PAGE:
The European Union (EU) is currently setting out its climate and energy policy framework for 2030. Whether the EU should commit to binding targets for emissions reduction, renewables and energy efficiency, and how ambitious such targets should be, is hotly debated in Brussels. Scenario modeling and statistics are supposed to inform politicians with sound research-based guidance for their decision making. However, it seems that these information sources are often biased in line with the interests of powerful lobby groups thus putting at stake future EU competitiveness, the delivery of the EU climate and energy security and the transformation into a low-carbon economy, find Silvia Brugger and Luca Bergamaschi.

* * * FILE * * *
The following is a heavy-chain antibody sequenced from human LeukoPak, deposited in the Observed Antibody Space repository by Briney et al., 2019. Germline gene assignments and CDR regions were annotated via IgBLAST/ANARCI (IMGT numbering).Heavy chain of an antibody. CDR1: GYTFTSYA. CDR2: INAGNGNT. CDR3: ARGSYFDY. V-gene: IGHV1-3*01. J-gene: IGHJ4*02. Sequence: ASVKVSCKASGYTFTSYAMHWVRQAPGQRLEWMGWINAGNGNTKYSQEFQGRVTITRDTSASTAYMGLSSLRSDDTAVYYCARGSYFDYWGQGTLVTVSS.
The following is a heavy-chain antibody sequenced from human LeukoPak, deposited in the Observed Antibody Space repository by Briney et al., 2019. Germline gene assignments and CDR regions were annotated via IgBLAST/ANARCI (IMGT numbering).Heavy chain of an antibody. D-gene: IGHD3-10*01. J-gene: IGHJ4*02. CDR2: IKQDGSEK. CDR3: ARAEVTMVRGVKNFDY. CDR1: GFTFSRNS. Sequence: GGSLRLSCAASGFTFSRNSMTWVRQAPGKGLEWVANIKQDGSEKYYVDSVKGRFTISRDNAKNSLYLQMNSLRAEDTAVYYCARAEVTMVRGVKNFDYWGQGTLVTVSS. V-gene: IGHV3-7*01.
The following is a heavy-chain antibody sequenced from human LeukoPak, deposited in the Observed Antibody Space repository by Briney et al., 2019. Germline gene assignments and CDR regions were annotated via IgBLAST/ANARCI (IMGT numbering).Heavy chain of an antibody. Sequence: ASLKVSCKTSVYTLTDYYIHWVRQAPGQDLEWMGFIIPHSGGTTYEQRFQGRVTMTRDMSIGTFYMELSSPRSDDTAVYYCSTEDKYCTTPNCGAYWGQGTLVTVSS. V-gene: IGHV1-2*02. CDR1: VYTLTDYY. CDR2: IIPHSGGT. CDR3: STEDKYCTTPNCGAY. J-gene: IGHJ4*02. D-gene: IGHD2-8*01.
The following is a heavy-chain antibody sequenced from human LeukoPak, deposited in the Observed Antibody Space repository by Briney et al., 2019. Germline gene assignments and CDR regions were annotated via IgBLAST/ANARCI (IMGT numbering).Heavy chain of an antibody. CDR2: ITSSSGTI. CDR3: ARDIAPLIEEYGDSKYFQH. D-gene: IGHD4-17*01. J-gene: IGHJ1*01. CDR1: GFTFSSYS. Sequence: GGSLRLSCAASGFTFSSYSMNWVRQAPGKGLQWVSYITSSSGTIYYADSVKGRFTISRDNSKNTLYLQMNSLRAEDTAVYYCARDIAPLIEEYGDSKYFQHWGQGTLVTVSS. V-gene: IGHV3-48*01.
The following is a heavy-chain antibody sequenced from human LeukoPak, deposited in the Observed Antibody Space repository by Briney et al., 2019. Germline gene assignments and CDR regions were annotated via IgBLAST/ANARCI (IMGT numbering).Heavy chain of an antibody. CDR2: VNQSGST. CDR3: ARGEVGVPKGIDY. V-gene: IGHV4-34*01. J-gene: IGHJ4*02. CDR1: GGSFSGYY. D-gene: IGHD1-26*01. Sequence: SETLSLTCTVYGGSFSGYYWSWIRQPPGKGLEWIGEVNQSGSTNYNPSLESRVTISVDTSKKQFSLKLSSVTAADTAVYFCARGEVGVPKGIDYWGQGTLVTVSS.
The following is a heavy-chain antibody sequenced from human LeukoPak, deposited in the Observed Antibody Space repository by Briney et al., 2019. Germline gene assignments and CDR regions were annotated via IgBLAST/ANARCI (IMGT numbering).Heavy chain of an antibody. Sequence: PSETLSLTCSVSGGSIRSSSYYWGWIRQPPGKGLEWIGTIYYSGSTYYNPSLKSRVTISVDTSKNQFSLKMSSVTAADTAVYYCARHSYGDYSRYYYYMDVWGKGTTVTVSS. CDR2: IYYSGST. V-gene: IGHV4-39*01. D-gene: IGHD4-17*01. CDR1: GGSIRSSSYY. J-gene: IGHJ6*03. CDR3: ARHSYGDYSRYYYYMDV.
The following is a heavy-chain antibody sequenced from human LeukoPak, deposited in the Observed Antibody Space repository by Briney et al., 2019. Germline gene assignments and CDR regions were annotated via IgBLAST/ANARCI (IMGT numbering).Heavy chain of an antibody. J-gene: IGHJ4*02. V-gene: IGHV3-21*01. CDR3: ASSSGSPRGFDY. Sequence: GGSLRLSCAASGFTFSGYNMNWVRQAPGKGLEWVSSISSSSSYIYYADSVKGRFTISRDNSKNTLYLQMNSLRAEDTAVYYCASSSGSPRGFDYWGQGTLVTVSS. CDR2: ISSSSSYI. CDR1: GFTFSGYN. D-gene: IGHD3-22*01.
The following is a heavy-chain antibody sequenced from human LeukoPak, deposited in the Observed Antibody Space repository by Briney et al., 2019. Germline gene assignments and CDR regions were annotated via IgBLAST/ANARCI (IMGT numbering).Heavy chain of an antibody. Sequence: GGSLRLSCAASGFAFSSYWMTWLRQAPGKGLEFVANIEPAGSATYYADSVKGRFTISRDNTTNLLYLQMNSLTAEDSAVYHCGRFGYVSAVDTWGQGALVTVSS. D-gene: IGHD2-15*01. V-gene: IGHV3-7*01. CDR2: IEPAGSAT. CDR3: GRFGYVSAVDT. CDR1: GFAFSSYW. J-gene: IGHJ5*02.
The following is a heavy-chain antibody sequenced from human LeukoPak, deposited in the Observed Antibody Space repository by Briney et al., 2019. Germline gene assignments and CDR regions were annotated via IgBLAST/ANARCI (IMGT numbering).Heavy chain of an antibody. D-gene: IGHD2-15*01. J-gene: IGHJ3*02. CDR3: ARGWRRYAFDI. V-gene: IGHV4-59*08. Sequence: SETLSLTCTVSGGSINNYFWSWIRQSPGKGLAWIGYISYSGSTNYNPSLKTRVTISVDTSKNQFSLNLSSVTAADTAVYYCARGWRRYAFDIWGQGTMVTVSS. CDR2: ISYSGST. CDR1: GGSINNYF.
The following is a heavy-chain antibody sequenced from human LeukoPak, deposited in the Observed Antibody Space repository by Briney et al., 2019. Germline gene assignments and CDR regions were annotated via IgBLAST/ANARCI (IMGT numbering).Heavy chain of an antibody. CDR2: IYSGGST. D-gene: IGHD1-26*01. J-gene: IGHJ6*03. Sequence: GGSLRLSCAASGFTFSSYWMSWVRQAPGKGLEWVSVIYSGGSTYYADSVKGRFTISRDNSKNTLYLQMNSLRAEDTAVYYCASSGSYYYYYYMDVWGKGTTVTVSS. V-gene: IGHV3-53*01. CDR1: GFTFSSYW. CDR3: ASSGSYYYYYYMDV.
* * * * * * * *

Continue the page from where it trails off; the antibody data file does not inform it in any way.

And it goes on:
In his last post, Craig Morris discussed two market failures and argued that energy corporations need to assume more responsibility for risk in the energy transition. Today, he adds two more market failures and says small investors can shoulder more of the burden, but only if they have more information.
Recently, our Craig Morris did a three-part book review of the original “Energiewende: growth and prosperity without petroleum and uranium” from 1980. He then spoke with one of the authors, Florentin Krause, who had a few bones to pick with Craig’s reading – and with the current implementation of the concept in Germany.
Envisioned to help counterbalance the public relations might of the Big Four, the Renewable Energies Agency has become a valuable think tank in its own right, writes Paul Hockenos, US freelance journalist living in Berlin.